Thursday, August 3, 2017

'The Book of Tribulations: The Syrian Muslim Apocalyptic Tradition' Translated by David Cook

'The Book of Tribulations: The Syrian Muslim Apocalyptic Tradition'

"'The Book of Tribulations: The Syrian Muslim Apocalyptic Tradition' is the earliest complete Muslim apocalyptic text to survive, and as such has considerable value as a primary text. It is unique in its importance for Islamic history: focusing upon the central Syrian city of Hims, it gives us a picture of the personalities of the city, the tribal conflicts within, the tensions between the proto-Muslim community and the majority Christian population, and above all details about the wars with the Byzantines. Additionally, Nu`aym gives us a range of both the Umayyad and the Abbasid official propaganda, which was couched in apocalyptic and messianic terms."

Wednesday, August 2, 2017

Ibn Qayyim al-Jawziyya on Divine Wisdom and the Problem of Evil Translated by: TALLAL M. ZENI

"Ibn Qayyim al-Jawziyya on Divine Wisdom and the Problem of Evil is a translation of selections from two of Ibn Qayyim’s books, Key to the Blissful Abode (Miftāḥ dār al-saʿāda) and Remedy for Those who Question on Matters Concerning Divine Decree, Predestination, Wisdom and Causality (Shifā’ al-ʿalīl fī masā’il al-qaḍā’ wa’l-qadar wa’l-ḥikma wa’l-taʿlīl). As with all his other writings, Ibn al-Qayyim’s foremost goal is to establish the wisdom of God, the primacy of the Qur’ān and Sunna, and the congruity between reason and revelation. In the present selections, Ibn al-Qayyim focuses on the application of the wisdom of God to the existence of evil. Ibn al-Qayyim first discusses twenty-six wise purposes behind God creating humanity and settling them on Earth. His perspective is that whatever exists in this world is either purely or preponderantly good, or indirectly leads to a greater good. Ibn Qayyim then explores how the presence of evil allows the manifestation of many of God’s Beautiful Names, glorious attributes and compassionate actions; while, for humanity, the existence of evil provides the righteous with opportunities to strive against it, for Paradise can only be reached by ‘traversing a bridge of hardships and tribulations’. The discussion of the existence of evil is followed by thirty wise purposes and secrets in God allowing people to sin. Prominent among them are that God loves repentance and loves to manifest His Attributes of forgiveness and mercy. Here, Ibn al-Qayyim also debates at length whether the punishment of Hellfire will be eternal or whether it will come to an end. He favours the latter position in accordance with the Qur’ānic verse 107 of the Chapter Hud and because of God’s mercy. Ibn Qayyim al-Jawziyya was born in 1292 near Damascus where he obtained a classical Islamic education and specialised in jurisprudence. In 1312, he met the Hanbalite reformer Ibn Taymiyya and remained his disciple until the latter’s death in 1327. Ibn al-Qayyim died in 1350 in Damascus."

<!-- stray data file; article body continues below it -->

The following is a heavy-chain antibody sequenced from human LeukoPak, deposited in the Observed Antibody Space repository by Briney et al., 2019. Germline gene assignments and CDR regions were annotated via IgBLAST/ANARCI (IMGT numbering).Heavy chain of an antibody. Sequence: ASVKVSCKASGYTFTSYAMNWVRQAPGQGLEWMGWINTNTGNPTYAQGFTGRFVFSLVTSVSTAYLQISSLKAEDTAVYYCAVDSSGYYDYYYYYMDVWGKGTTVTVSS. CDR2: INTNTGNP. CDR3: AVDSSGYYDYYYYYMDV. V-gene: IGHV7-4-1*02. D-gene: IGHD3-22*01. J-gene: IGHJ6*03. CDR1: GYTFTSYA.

Tuesday, August 1, 2017

Shi'i Doctrine, Mu'tazili Theology: al-Sharif al-Murtada and Imami Discourse by Hussein Ali Abdulsater

Shi'i Doctrine, Mu'tazili Theology: Examines the critical turn that shaped Imami Shi'ism in the 10th and 11th centuries

"God is not free to act; He is bound by human ethics. To be just, He must create an individual of perfect intellect and infallible morality. People are obligated to submit to this person; otherwise eternal damnation awaits them. While these claims may be interpreted as an affront to God’s power, an insult to human judgment and a justification for despotism, Shiʿi Muslims in the eleventh century eagerly adopted them in their attempts to forge a ‘rational’ religious discourse. They utilized everything from literary studies and political theory to natural philosophy and metaphysical speculation in support of this project. This book presents the contribution of al-Sharīf al-Murtaḍā (d. 1044) of Baghdad, the thinker most responsible for this irreversible change, which remains central to Imami identity. It analyzes his intellectual project and establishes the dynamic context which prompted him to pour the old wine of Shiʿi doctrine into the new wineskin of systematic Muʿtazili theology."

Key Features